The SC Implosion Hints at a Malady Which Requires a Long Term Cure
Friday’s unusual and unprecedented event of four senior-most judges of the Supreme Court was an implosion which many, who observe the institution closely, could see coming for quite sometime now. There was lingering internally a deep sense of dissatisfaction on the manner successive Chief Justices ran the court in the recent past. It is only that a flash point occurred now, and resulted in the unprecedented step of a press conference.
- The collegium mechanism changed the CJI’s position in relation to his four other senior colleagues
- The press conference is a symptom of an institutional malady for which a long term cure is required
- Perhaps filling the institutional gaps created due to the collegium system can solve the problem
- We need to carry forward the momentum of the press conference
A Crumbling System?
When, through judicial interpretation, the Supreme Court made an endeavour to protect the independence of the judiciary by devising the ‘collegium’ mechanism of a group of senior judges acting in a collegiate manner to appoint judges, the institution of Chief Justice also changed fundamentally, at least in relation to his four other senior colleagues.
However, in practice, successive Chief Justices, who typically have short tenures, did not see it this way. A combustible mix of intense bargain on choice of candidates sometimes also made the Chief Justice to perceive a grouping against himself, and as a reaction, becoming more unilateral in other spheres of functioning of the court, reflecting it in various administrative decisions, including allocation of work, holding permission to travel and other acts by which others felt their stature being trivialised.
A judge within the collegium, who was heading a very important committee of Supreme Court, which by its nature demanded continuity and in which area he had done seminal work, found himself removed one fine day, replaced by a retired judge of a High Court.
The psychological brutality of this act was similar in force to that of a group of primates where an alpha male gorilla exhibits traits of dominance by keeping most of the food to himself, shares well with others who accept his dominance willingly and nearly starves those who do not, thereby establishing a power hierarchy in the group though a behaviour of dominance.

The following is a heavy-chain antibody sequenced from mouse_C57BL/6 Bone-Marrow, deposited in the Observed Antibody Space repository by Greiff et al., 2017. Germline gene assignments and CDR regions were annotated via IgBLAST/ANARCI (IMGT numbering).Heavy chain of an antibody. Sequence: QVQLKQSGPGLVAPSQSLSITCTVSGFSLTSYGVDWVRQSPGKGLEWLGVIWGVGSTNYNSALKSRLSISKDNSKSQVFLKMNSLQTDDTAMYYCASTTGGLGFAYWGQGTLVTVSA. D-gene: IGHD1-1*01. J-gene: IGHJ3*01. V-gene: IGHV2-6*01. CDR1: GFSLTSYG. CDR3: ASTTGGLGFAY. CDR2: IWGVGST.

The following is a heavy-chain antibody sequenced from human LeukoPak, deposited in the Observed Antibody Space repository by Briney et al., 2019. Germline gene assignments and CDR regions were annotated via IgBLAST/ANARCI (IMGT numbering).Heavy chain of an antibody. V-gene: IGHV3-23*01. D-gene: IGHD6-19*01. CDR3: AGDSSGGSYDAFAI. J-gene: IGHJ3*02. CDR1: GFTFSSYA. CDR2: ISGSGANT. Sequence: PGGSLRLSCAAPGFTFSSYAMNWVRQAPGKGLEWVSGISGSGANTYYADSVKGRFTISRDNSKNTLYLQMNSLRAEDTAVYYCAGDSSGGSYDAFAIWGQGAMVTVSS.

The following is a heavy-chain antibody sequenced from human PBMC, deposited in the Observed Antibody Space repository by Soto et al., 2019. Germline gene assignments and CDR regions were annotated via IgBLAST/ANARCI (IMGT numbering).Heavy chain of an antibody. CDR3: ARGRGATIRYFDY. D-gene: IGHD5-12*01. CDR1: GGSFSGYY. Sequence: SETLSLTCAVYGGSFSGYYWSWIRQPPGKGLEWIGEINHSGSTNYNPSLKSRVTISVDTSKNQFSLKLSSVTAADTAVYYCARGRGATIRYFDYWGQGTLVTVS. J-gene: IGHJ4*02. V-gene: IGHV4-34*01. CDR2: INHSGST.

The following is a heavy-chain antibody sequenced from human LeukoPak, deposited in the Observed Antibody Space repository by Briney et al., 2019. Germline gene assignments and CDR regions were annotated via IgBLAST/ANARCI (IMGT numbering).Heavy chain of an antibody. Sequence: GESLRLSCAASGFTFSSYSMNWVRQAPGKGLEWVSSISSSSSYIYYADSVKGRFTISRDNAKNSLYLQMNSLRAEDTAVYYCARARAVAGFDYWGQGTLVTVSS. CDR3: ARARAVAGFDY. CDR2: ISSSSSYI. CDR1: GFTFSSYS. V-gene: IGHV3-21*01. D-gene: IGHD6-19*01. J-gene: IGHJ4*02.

However, the net outcome of Friday’s event is not to have a knee jerk reaction by ascribing all the faults to an individual, but to read it as a symptom of an institutional malady for which a long term cure is required, as otherwise this sort of dynamic of power relationship may continue in the same way as others, when they graduate to being the alpha male in the group, may end up exhibiting the same trait of dominance.
A Possible Solution
The answer perhaps lies in filling the institutional gaps, which were formed when the devise of collegium was created through a judgment. The responsibility of selecting judges devolved on three or five judges for appointments to High Courts and Supreme Court, resulting in significant additional work, with no support structures and machinery created to operationalise it.
Also, judges, who remain largely overworked due to their normal judicial dockets, which are enormous and are their primary responsibility, have no time to set up norms or make long term policies. Short tenures of Chief Justices further denude this institutional capacity. The result is exercise of administrative power by Chief Justice, which is, many times, perceived to be arbitrary, individualistic, resulting too frequently in inconsistencies and abruptness.
One solution which was suggested by this writer to the previous Chief Justices was creation of a body on the broad lines of a National Judicial Policy and Planning Institute, an independent institution within the judiciary, like the current judicial academies.
Once the matter of internal governance has been brought by the senior most members of the judiciary in public domain, a positive outcome of it can be to carry on the momentum to press for institutionalised reforms to fill the gaps by creating structures for judicial self-governance. Otherwise, it may well end up being a case of ‘too much sound and fury, signifying nothing’, as it has led to a virtual cacophony with people in general being confused from where it is coming and to what it will lead.
(Prashant Kumar is the President Elect to the Bar Association of India.The views expressed above are of the author’s alone and The Quint neither endorses nor is responsible for them.)
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